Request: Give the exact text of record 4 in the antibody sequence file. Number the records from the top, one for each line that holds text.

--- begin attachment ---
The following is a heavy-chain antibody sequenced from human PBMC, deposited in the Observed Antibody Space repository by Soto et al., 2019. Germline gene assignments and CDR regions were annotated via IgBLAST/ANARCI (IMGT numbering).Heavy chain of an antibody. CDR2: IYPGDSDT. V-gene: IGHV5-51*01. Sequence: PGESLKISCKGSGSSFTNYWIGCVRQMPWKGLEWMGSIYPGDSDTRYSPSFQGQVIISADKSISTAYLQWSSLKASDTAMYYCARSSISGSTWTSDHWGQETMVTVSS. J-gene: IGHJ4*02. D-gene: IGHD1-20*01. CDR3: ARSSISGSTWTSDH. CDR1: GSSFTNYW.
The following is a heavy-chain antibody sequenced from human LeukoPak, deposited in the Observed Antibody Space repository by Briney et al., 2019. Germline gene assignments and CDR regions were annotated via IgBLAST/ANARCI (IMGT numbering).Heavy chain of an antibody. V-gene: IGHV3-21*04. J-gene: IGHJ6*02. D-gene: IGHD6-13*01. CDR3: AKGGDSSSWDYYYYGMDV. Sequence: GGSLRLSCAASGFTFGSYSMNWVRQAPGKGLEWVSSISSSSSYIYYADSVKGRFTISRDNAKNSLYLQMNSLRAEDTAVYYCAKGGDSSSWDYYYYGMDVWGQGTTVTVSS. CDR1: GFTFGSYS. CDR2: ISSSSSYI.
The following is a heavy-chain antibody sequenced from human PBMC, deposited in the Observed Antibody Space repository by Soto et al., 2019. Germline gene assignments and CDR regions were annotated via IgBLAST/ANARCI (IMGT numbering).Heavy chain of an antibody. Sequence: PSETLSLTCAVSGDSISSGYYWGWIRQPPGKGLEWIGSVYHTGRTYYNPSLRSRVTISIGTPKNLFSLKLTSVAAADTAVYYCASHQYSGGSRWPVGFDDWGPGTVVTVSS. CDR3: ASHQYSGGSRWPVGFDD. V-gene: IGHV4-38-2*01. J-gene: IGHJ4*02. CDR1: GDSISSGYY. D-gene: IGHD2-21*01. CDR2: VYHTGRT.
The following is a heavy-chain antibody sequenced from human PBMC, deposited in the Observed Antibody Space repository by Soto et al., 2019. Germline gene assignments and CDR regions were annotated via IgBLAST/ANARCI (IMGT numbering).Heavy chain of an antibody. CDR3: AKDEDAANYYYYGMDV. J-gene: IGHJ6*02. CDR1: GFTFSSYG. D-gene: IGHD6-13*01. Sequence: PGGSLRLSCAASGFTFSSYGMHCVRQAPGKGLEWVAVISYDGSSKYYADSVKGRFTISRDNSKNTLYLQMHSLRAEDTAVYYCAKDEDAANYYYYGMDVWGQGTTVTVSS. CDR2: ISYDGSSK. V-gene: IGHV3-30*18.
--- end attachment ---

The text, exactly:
The following is a heavy-chain antibody sequenced from human PBMC, deposited in the Observed Antibody Space repository by Soto et al., 2019. Germline gene assignments and CDR regions were annotated via IgBLAST/ANARCI (IMGT numbering).Heavy chain of an antibody. CDR3: AKDEDAANYYYYGMDV. J-gene: IGHJ6*02. CDR1: GFTFSSYG. D-gene: IGHD6-13*01. Sequence: PGGSLRLSCAASGFTFSSYGMHCVRQAPGKGLEWVAVISYDGSSKYYADSVKGRFTISRDNSKNTLYLQMHSLRAEDTAVYYCAKDEDAANYYYYGMDVWGQGTTVTVSS. CDR2: ISYDGSSK. V-gene: IGHV3-30*18.